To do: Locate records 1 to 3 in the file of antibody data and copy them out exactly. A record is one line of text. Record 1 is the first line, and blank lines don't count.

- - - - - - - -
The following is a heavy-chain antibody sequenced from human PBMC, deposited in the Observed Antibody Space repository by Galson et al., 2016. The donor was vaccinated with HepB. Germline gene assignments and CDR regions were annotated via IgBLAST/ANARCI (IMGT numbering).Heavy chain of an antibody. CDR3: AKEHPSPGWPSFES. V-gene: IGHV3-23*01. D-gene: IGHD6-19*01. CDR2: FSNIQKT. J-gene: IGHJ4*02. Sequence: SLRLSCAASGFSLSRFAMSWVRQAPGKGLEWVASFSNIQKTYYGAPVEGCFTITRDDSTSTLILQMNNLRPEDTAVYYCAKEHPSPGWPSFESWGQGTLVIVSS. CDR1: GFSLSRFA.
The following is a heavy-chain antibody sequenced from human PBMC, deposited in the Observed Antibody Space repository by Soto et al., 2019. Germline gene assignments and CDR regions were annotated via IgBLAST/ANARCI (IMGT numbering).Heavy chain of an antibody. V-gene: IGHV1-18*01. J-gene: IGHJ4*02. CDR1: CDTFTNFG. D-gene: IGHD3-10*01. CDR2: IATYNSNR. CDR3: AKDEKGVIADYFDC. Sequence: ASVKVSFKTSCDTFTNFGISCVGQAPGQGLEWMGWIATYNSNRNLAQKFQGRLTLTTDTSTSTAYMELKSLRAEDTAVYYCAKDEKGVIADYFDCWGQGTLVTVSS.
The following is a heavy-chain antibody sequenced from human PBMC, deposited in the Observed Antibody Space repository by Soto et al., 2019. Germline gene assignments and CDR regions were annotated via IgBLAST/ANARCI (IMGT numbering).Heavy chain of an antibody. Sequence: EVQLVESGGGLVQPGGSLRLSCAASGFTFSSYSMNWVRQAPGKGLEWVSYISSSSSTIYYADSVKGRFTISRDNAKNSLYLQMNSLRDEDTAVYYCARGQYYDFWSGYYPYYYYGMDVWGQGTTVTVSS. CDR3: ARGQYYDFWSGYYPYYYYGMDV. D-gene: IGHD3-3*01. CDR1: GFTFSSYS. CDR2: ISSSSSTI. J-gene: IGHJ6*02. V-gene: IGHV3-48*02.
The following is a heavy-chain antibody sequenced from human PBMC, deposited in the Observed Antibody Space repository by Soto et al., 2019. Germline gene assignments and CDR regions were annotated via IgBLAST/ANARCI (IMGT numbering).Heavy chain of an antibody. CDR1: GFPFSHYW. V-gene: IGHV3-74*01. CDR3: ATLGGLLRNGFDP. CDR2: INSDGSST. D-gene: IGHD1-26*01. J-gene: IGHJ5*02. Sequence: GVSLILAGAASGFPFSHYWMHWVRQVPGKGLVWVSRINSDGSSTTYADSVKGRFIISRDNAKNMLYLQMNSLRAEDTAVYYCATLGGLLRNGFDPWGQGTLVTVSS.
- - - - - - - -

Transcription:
The following is a heavy-chain antibody sequenced from human PBMC, deposited in the Observed Antibody Space repository by Galson et al., 2016. The donor was vaccinated with HepB. Germline gene assignments and CDR regions were annotated via IgBLAST/ANARCI (IMGT numbering).Heavy chain of an antibody. CDR3: AKEHPSPGWPSFES. V-gene: IGHV3-23*01. D-gene: IGHD6-19*01. CDR2: FSNIQKT. J-gene: IGHJ4*02. Sequence: SLRLSCAASGFSLSRFAMSWVRQAPGKGLEWVASFSNIQKTYYGAPVEGCFTITRDDSTSTLILQMNNLRPEDTAVYYCAKEHPSPGWPSFESWGQGTLVIVSS. CDR1: GFSLSRFA.
The following is a heavy-chain antibody sequenced from human PBMC, deposited in the Observed Antibody Space repository by Soto et al., 2019. Germline gene assignments and CDR regions were annotated via IgBLAST/ANARCI (IMGT numbering).Heavy chain of an antibody. V-gene: IGHV1-18*01. J-gene: IGHJ4*02. CDR1: CDTFTNFG. D-gene: IGHD3-10*01. CDR2: IATYNSNR. CDR3: AKDEKGVIADYFDC. Sequence: ASVKVSFKTSCDTFTNFGISCVGQAPGQGLEWMGWIATYNSNRNLAQKFQGRLTLTTDTSTSTAYMELKSLRAEDTAVYYCAKDEKGVIADYFDCWGQGTLVTVSS.
The following is a heavy-chain antibody sequenced from human PBMC, deposited in the Observed Antibody Space repository by Soto et al., 2019. Germline gene assignments and CDR regions were annotated via IgBLAST/ANARCI (IMGT numbering).Heavy chain of an antibody. Sequence: EVQLVESGGGLVQPGGSLRLSCAASGFTFSSYSMNWVRQAPGKGLEWVSYISSSSSTIYYADSVKGRFTISRDNAKNSLYLQMNSLRDEDTAVYYCARGQYYDFWSGYYPYYYYGMDVWGQGTTVTVSS. CDR3: ARGQYYDFWSGYYPYYYYGMDV. D-gene: IGHD3-3*01. CDR1: GFTFSSYS. CDR2: ISSSSSTI. J-gene: IGHJ6*02. V-gene: IGHV3-48*02.